# This section is a BASH initialization script which sets up logging of stderr
# to /var/mobile/.err.log to catch Python errors
exec "$(dirname "$0")"/Python -u $0 2>/var/mobile/`basename $0 .py`.err.log
# -----------------------------------------------------------------------#
# End BASH, Begin Python """
import sys

As you might be able to see, the script is first executed by BASH. The line “”””: is both a no-op in BASH and the beginning of a
multi-line comment in Python (the last double quote and colon are ignored as part of the comment).
Since we do an ‘exec’ within BASH on ourself, nothing past the long dash line is executed. When Python takes over, it starts interpreting from the ‘import sys’ line. This approach is clean and simple, allows you to free up slots in your editor, and makes editing your logging directives easier. As in my previous BASH app launcher examples, this will create a log in /var/mobile with the name MyCoolApp.err.log, where MyCoolApp is the name of your app (at least, according to the bundle’s directory name).

An iPhone Toolkit for Python

As I briefly mentioned in the last installment, I am working on a Python toolkit for iPhone app development. The toolkit will do all the PyObjC wrapping for you, and will provide a large number of convenience classes which ease the process of writing your apps. The toolkit will also include a set of scripts which make testing and debugging your code much easier.

A surprising number of iPhone APIs are C-oriented, probably owing to the limited storage and memory of the devices which employ iPhoneOS. These APIs will be offered in their awkward C glory in addition to Python-specific APIs which are much easier to use. The toolkit already contains a Python class for CoreGraphics contexts, and (more or less) most of the API is already covered. The toolkit will strive to create bindings for private frameworks as well (to the extent possible, given the near complete lack of community documentation on them). Why would we not provide them considering Apple has already banned your Python apps from being listed in the app store?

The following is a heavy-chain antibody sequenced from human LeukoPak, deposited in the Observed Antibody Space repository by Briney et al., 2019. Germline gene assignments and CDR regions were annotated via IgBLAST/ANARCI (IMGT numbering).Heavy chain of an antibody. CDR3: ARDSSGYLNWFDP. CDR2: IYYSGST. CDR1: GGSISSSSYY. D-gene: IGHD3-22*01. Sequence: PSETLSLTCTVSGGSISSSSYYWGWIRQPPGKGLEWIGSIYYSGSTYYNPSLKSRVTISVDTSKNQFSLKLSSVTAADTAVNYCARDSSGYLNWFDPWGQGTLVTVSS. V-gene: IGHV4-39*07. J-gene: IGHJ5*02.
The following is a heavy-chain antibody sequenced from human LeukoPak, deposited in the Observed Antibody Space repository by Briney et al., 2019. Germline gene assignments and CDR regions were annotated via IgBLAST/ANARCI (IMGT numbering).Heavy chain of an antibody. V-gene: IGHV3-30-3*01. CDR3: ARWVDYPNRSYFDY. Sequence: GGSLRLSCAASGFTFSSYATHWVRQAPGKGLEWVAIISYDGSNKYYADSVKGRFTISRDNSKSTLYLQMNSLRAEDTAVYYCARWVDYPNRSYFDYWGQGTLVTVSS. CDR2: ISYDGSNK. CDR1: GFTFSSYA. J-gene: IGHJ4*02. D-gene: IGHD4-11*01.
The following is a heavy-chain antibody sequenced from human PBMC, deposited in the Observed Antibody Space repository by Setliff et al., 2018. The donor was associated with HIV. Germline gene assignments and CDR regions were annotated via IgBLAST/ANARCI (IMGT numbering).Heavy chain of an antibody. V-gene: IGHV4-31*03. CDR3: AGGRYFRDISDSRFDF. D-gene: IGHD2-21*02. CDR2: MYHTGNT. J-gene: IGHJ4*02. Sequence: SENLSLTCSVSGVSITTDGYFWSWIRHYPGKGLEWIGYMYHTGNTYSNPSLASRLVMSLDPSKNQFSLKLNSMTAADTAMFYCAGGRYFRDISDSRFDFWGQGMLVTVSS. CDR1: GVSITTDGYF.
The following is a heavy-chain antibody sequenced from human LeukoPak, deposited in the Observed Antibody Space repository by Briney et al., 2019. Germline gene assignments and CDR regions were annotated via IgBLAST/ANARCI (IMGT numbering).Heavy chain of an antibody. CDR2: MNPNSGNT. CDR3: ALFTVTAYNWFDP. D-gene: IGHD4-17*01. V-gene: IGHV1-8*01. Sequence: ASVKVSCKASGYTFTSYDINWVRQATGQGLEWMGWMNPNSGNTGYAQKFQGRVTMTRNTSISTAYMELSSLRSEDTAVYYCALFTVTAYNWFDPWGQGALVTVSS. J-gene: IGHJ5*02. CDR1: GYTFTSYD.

Having log files of your app’s standard output and python errors is great, but having to type a command to print the log or in some way refresh your view of it is tedious. It would be better if we had a view of the output log as it happened.

Initially I tried to create a cradle of sorts for launching Python apps in a “debugging mode”. This mode would detect exceptions and Python crashes and pop into the debug log viewer application I wrote. This MIGHT still be possible, but has so far thwarted my discovery due to the Springboard restrictions listed above. If anyone has more information on how to facilitate this I would love to know.

It is possible however to have a live view of Python’s output. Like any decent UNIX implementation, iPhoneOS supports named pipes, also known as FIFOs. Named pipes are special files which allow two processes to send data to each other. All we need to do is modify our logging code to write to a FIFO, and at the same time read it from another process.

So one of the scripts included in my new toolkit does just this. Once launched, it clears the screen and starts reading the FIFO. This blocks until your app opens the FIFO for writing. The data is then written to the screen, and when your app quits and closes the file descriptor, the script stops reading the data. Stick it in an infinite while loop and you have an incredibly useful error console. No more printing log files!

Setting up your development environment every time you boot can be tedious. I’ve created a script to do the lifting for you automatically. All tools provided with the toolkit use a unified method of determining if your iPhoneOS device is connected, and allows you to mount it on your own if you please without errors.

All this and more will be released as alpha software in my next installment, so stay tuned!